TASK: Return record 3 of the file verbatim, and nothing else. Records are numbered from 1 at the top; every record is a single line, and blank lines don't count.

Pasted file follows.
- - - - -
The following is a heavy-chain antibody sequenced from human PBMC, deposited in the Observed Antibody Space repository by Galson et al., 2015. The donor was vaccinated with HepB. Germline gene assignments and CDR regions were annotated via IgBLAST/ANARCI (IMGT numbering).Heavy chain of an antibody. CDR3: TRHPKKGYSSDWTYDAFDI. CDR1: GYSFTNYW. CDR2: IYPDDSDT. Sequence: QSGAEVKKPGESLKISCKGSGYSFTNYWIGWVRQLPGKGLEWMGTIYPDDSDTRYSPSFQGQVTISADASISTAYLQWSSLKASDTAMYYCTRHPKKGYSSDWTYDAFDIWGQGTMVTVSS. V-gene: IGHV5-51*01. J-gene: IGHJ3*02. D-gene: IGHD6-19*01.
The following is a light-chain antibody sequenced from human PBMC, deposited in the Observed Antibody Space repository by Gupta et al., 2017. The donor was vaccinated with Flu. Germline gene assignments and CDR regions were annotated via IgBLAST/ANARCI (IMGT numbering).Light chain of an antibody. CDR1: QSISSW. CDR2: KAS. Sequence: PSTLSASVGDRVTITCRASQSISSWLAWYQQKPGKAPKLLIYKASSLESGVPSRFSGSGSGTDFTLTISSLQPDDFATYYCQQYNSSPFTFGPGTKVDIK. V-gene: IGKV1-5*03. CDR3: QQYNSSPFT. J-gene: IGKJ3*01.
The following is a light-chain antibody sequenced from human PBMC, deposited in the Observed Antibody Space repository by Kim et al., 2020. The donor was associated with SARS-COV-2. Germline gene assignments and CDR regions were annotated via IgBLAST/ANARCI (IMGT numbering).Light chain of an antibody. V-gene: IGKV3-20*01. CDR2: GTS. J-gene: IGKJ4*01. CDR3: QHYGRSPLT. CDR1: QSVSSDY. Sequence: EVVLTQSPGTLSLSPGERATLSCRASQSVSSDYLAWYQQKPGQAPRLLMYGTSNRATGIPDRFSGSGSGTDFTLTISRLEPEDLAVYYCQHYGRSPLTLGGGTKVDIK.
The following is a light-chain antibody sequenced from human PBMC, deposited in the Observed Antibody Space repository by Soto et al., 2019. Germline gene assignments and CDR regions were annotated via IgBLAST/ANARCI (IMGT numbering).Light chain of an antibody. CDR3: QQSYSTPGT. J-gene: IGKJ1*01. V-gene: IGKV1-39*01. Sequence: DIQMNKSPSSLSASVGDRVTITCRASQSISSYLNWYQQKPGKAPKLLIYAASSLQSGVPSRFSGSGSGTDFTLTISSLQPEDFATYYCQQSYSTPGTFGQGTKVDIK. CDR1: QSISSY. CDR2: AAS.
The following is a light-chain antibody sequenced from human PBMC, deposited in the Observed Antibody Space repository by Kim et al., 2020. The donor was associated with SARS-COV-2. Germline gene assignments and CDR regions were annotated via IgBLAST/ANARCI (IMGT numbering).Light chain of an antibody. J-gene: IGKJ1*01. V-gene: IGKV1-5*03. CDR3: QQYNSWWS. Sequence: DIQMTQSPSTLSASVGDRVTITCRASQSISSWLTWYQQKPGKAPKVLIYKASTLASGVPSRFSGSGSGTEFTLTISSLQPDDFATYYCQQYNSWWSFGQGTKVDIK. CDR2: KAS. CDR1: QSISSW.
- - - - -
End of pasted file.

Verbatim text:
The following is a light-chain antibody sequenced from human PBMC, deposited in the Observed Antibody Space repository by Kim et al., 2020. The donor was associated with SARS-COV-2. Germline gene assignments and CDR regions were annotated via IgBLAST/ANARCI (IMGT numbering).Light chain of an antibody. V-gene: IGKV3-20*01. CDR2: GTS. J-gene: IGKJ4*01. CDR3: QHYGRSPLT. CDR1: QSVSSDY. Sequence: EVVLTQSPGTLSLSPGERATLSCRASQSVSSDYLAWYQQKPGQAPRLLMYGTSNRATGIPDRFSGSGSGTDFTLTISRLEPEDLAVYYCQHYGRSPLTLGGGTKVDIK.